Using culture for inspiration

Exhibit: Korean-American artists display a variety of approaches to express their heritage.

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Howard Live

Arts and entertainment in Howard County

September 09, 2005|By Sandy Alexander | Sandy Alexander,SUN STAFF

Two sets of metal gates stand in the center of Howard County Center for the Art's gallery, one adorned with copper peppers announcing the birth of a boy and one hung with metal pine needles to announce a girl.

Artist Komelia Hongja Okim said her installation - which also uses charcoal, real pine boughs and red peppers and silk flowers - "shows the Korean custom of putting symbolic things at the door when you have childbirth."

Korean heritage is the unifying theme of the exhibit In Search of Dreams Across the Pacific, which runs today through Oct. 21 and features 11 Korean-American artists.

An opening reception will be held from 6 p.m. to 8 p.m. Sept. 16, featuring comments by Sock Joong Yoon, minister of public affairs for the Embassy of the Republic of Korea. Another reception with an artist talk will take place from 6 p.m. to 8 p.m. Oct. 14.

The works contain many references to Korean culture, but the artistic approaches are varied. For example:

Namu Cho of Bethesda has two metal- and wood-sculpted chairs that incorporate a flower, flames, bird heads, a gold "eye of heaven" and other symbols of Korean folk culture.

Painter Sumita Kim of Gaithersburg uses bright colors and surrealism to explore a Confucian legend about a daughter sacrificed to the sea to insure the safe passage of merchants.

Young Nam Cho, a popular singer in Korea who previously lived in the United States, sculpted three-dimensional depictions of Korean playing cards, called Hua-t'u, and used real cards in colorful, cubism-inspired collages.

Curator Ock-Kyung Lee, a professor emeritus at Towson University, said the artists "don't work in traditional Asian style. They all work in somewhat Western style. Yet they all have that Asian heritage."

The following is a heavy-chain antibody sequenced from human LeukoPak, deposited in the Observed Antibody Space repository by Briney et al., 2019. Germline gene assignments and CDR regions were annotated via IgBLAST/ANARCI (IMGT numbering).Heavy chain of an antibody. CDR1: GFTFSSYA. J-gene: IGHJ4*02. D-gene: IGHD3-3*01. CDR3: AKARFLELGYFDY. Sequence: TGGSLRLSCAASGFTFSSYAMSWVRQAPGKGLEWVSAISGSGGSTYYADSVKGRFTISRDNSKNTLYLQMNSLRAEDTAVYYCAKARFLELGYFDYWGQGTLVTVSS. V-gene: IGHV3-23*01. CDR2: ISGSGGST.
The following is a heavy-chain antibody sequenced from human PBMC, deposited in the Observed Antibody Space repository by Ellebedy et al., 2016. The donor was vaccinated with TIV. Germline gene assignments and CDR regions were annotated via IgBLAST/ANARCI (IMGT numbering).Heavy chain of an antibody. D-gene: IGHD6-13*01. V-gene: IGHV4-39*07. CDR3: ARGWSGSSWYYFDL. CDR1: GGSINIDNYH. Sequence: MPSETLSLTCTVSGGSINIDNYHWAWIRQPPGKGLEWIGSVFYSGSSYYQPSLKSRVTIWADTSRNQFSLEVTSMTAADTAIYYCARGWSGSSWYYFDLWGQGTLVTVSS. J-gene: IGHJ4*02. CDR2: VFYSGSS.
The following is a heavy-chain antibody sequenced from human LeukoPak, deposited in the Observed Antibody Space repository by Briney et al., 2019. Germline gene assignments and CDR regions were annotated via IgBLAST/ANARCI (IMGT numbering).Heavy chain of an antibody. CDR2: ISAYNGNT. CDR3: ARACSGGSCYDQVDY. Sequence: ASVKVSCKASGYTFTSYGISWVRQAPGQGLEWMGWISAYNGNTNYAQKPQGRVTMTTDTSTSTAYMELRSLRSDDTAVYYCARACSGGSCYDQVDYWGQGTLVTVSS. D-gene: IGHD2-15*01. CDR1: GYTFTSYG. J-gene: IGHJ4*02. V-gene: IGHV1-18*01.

Okim, who teaches art at Montgomery College, pitched the exhibit to the Howard County Arts Council and chose the artists.

She said this exhibit is an extension of a show she organized in 2003 at the Smithsonian Institution honoring 100 years since the first immigrant ship arrived in Hawaii with Korean workers for sugar plantations.

Okim's grandfather was one of those early immigrants to Hawaii, but she was raised in Korea and came to the United States in the 1960s, when she was a college senior. She returned to Korea later as a Fulbright Scholar and led seminars in Korea for American students.

"I always feel I need to bring some of Korean culture to introduce to America," she said.

Okim asked Lee to be curator for the exhibit. Lee came to the United States from Korea in 1954 to attend Bryn Mawr college as an undergraduate. She went on to earn a doctorate in art history at New York University and to teach Western and Eastern art history at Towson.

Lee noted that many Howard County residents know Koreans as business owners and neighbors but not necessarily as artists. "I want to make this art known to the Western community," she said.

Some works draw directly on the artists' experiences with U.S. culture.

Ik-Joong Kang's "Buddha Learning English" uses 3-inch squares covered in Korean and English writing as a background for a bold painting of flowers, flames, clouds and seed pods rendered in a Buddhist wall-painting style.

Kang, of New York, explores "very relevant themes of the immigrants learning English," Lee said, noting the connection between Buddhism in the work and the "enlightenment" of learning a new language.

Another wall in the gallery is dominated by a huge black-and-white oil-stick drawing by Y. David Chung of a fight scene at a car wash from the 1974 movie Black Belt Jones.

Lee said the artist, who grew up watching people of different cultures intermingle in New York City and now lives in Ann Arbor, Mich., was influenced by the film. In it, Asian characters teach martial arts to black characters and together they fight evil developers.

Three artists in the exhibit live in Hawaii. Jeeun Kim uses ordinary objects to explore issues of femininity and identity. Kloe Sookhee Kang's three paintings of rice bowls find meaning in household objects. And Jinja Kim creates mixed-media postcards that she mails home from her travels.

Rounding out the exhibit, paintings and sculptures by Wonsook Kim of Bloomington, Ind., use lines from Korean folk paintings, Japanese prints and European artists to explore literary and personal themes. And Taek Lee of Fairfax, Va., spent years experimenting with color and shapes in each of a series of 8-inch-square abstract paintings in order to find new ways of expressing himself.

"We don't want to just have a Korean group show," Okim said. "We want [the artists] to voice their cultural heritage and their feelings, dedication and passion."

Howard County Center for the Arts is at 8510 High Ridge Road, Ellicott City. Information: 410-313-2787, or www. hocoarts.org.

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